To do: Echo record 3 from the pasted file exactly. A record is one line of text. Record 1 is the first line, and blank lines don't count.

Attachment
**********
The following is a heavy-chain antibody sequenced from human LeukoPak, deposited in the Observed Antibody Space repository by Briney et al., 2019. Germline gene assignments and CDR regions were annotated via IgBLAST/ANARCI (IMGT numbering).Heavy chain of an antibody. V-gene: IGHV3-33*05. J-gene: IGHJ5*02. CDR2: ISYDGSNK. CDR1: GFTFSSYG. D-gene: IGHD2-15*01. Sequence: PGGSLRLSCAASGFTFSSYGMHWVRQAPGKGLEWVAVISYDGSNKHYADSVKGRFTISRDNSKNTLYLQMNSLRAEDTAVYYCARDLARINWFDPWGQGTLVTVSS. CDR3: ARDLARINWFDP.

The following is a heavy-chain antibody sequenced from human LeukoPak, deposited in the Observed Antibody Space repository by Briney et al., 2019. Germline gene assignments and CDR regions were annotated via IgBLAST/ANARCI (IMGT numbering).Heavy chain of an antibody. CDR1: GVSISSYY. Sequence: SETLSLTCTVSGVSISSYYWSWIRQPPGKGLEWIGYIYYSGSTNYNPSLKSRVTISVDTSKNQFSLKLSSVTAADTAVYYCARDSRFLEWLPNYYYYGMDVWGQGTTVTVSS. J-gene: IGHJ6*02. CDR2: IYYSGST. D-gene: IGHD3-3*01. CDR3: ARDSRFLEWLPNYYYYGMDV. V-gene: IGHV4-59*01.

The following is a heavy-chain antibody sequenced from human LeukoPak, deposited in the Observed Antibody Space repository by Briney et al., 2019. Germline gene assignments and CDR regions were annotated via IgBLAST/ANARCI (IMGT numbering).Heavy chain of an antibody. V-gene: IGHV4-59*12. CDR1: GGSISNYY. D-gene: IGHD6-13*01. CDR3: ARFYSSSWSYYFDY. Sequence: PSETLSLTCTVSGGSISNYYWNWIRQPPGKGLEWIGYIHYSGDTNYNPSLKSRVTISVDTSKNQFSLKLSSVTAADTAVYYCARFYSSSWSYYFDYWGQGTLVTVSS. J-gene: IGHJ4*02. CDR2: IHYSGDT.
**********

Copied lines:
The following is a heavy-chain antibody sequenced from human LeukoPak, deposited in the Observed Antibody Space repository by Briney et al., 2019. Germline gene assignments and CDR regions were annotated via IgBLAST/ANARCI (IMGT numbering).Heavy chain of an antibody. V-gene: IGHV4-59*12. CDR1: GGSISNYY. D-gene: IGHD6-13*01. CDR3: ARFYSSSWSYYFDY. Sequence: PSETLSLTCTVSGGSISNYYWNWIRQPPGKGLEWIGYIHYSGDTNYNPSLKSRVTISVDTSKNQFSLKLSSVTAADTAVYYCARFYSSSWSYYFDYWGQGTLVTVSS. J-gene: IGHJ4*02. CDR2: IHYSGDT.